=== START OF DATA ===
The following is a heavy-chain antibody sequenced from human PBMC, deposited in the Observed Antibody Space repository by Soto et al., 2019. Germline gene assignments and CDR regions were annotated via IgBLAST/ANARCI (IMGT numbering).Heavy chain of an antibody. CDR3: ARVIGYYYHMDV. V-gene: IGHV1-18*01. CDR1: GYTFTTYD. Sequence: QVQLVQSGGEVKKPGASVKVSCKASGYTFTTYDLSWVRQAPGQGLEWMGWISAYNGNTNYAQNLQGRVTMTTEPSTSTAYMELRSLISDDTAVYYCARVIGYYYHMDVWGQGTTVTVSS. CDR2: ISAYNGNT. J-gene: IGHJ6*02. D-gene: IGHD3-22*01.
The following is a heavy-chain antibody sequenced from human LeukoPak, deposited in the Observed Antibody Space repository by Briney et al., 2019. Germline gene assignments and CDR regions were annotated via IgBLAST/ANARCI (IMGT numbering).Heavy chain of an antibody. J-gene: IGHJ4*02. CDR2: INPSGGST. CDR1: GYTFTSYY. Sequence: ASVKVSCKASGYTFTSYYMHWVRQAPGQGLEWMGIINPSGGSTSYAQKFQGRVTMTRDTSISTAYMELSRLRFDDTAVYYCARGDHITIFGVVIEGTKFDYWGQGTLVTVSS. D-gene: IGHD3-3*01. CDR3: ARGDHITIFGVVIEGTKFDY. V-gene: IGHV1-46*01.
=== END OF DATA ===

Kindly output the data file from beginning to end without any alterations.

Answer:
The following is a heavy-chain antibody sequenced from human PBMC, deposited in the Observed Antibody Space repository by Soto et al., 2019. Germline gene assignments and CDR regions were annotated via IgBLAST/ANARCI (IMGT numbering).Heavy chain of an antibody. CDR3: ARVIGYYYHMDV. V-gene: IGHV1-18*01. CDR1: GYTFTTYD. Sequence: QVQLVQSGGEVKKPGASVKVSCKASGYTFTTYDLSWVRQAPGQGLEWMGWISAYNGNTNYAQNLQGRVTMTTEPSTSTAYMELRSLISDDTAVYYCARVIGYYYHMDVWGQGTTVTVSS. CDR2: ISAYNGNT. J-gene: IGHJ6*02. D-gene: IGHD3-22*01.
The following is a heavy-chain antibody sequenced from human LeukoPak, deposited in the Observed Antibody Space repository by Briney et al., 2019. Germline gene assignments and CDR regions were annotated via IgBLAST/ANARCI (IMGT numbering).Heavy chain of an antibody. J-gene: IGHJ4*02. CDR2: INPSGGST. CDR1: GYTFTSYY. Sequence: ASVKVSCKASGYTFTSYYMHWVRQAPGQGLEWMGIINPSGGSTSYAQKFQGRVTMTRDTSISTAYMELSRLRFDDTAVYYCARGDHITIFGVVIEGTKFDYWGQGTLVTVSS. D-gene: IGHD3-3*01. CDR3: ARGDHITIFGVVIEGTKFDY. V-gene: IGHV1-46*01.